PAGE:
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The pet hamster preferred by Group 4


Agbayani, Saria Eblahan, Mary Rose Englis, Debeelee Estipular, Jessica Marie Forbes, Iara Lopez, Mikaela Malenab, Herbert

Submitted to: Ma'am Labay, Lilian

February 09, 2012


Hamsters are rodents belonging to the subfamily Cricetinae. The word “hamster” comes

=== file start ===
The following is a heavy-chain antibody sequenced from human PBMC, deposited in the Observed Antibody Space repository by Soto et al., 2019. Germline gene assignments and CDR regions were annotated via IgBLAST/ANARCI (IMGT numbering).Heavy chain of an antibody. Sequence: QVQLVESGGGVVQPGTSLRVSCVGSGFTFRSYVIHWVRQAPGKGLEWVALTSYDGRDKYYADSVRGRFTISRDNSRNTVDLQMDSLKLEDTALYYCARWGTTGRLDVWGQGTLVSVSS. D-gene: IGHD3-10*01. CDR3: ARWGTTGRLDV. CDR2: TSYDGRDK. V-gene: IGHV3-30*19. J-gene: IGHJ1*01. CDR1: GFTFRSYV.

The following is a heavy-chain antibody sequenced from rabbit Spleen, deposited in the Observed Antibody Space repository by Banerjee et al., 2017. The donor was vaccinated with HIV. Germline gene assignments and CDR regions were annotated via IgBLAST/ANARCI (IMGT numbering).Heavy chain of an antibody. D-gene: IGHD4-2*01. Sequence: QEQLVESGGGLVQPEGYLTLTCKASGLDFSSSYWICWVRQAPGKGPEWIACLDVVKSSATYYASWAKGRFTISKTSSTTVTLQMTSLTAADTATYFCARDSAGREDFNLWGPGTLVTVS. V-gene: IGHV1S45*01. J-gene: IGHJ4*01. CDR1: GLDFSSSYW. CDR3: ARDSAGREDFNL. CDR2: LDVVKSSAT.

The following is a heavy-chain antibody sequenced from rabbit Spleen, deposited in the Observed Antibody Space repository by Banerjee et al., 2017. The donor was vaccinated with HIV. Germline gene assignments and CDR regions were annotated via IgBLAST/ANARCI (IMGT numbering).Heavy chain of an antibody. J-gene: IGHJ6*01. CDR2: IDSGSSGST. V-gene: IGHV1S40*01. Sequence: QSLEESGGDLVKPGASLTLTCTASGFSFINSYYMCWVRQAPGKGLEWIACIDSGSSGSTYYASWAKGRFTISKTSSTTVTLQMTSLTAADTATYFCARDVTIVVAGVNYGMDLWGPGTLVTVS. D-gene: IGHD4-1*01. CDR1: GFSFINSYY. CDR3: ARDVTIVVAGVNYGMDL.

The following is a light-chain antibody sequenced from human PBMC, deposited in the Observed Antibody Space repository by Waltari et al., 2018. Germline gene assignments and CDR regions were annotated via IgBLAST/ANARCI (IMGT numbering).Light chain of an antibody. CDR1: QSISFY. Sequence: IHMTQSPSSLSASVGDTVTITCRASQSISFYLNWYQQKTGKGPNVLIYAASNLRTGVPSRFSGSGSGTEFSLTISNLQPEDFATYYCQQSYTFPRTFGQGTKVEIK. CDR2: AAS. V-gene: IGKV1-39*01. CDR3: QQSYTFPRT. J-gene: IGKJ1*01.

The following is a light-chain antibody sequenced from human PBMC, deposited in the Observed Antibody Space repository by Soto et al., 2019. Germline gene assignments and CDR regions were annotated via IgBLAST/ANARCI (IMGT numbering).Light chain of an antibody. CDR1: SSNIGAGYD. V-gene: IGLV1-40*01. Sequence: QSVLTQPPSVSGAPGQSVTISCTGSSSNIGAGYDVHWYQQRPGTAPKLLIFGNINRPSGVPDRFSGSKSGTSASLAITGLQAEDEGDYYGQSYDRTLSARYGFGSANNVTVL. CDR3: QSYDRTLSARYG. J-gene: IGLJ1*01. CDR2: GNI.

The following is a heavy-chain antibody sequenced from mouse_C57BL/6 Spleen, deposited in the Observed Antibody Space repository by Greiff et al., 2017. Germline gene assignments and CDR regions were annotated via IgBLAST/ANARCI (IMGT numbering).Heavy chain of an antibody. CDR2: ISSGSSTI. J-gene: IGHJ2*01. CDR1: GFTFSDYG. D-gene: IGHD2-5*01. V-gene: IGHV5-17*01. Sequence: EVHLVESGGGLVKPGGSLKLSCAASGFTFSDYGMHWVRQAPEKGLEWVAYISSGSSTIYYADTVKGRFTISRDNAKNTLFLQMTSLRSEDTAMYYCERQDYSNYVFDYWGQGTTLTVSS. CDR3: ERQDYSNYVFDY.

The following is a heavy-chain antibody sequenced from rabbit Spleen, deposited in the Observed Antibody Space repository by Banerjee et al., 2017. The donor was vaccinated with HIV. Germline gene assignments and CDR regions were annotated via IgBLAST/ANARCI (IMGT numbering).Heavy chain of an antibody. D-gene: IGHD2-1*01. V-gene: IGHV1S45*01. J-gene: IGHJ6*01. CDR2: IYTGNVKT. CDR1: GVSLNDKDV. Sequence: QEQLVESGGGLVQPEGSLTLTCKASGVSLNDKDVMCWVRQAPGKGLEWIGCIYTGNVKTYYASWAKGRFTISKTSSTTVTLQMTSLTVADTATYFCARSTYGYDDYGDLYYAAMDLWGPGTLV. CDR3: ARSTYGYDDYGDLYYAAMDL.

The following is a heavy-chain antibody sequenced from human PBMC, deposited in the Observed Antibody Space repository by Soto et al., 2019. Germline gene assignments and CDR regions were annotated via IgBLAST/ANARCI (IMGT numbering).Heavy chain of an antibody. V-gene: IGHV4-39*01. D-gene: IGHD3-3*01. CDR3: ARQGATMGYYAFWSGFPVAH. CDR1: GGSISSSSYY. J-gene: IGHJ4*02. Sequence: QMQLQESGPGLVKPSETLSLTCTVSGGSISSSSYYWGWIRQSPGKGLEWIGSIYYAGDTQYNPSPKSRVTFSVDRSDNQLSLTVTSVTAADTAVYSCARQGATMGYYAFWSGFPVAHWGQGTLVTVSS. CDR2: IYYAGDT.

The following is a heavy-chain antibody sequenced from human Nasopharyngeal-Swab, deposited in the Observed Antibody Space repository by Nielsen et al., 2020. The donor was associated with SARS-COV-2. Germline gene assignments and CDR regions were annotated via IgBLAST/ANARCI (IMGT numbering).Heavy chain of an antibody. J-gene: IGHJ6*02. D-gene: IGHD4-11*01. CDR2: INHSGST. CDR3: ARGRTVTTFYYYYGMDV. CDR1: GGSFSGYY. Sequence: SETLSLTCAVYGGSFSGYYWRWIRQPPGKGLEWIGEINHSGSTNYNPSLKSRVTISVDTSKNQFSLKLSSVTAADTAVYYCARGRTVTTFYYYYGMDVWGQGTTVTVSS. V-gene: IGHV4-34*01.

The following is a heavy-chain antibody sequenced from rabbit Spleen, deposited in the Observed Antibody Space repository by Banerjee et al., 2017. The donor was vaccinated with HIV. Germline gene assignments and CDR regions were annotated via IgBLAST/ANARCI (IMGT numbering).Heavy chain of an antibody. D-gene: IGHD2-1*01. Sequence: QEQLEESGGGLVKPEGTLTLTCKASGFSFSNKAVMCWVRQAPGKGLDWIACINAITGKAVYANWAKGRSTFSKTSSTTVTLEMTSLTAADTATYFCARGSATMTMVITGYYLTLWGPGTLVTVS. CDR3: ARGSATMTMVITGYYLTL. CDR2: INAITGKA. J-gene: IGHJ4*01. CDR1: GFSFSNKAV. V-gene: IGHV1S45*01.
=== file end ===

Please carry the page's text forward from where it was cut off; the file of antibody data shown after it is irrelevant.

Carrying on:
from the German word “ham stern” whish means to “hoard.” Hamsters are considered as crepuscular animals. Only a few hamster species are widely kept as pets but really, hamsters are one of the most popular smaller rodents widely kept as pet in many countries today. They are often used as lab animals in more economically developed countries. These animals are sometimes accepted even in areas where other rodents are disliked. Hamsters are omnivorous, they eat most things but they should regularly given diet of normal hamster food. They have very poor eyesight but a keen sense of smell and excellent hearing. Most species of hamster have expandable cheek pouches in which they can carry and store food. Hamsters are hindgut ferments; they most eat their own feces in order to digest their food for a second time to obtain the proper nutrients from it. When bringing a new hamster home, do not expect that it will come to your hands immediately as the hamsters will still be afraid and shy of you. In order to have your hamster trust to you, you should occasionally give him treats and avoid handling him until he will gain trust in you and will come on your hands on his own. Patience is an important factor. This topic will enable us to get to know more about cute and adorable little animals like Hamsters. Having pets is like having a responsibility too to take care and love this animal like one of our family members. There are different types of hamster in the world , we will introduce them to you briefly so that when you want to have your own pet; you‟ll have the idea and knowledge about these animals.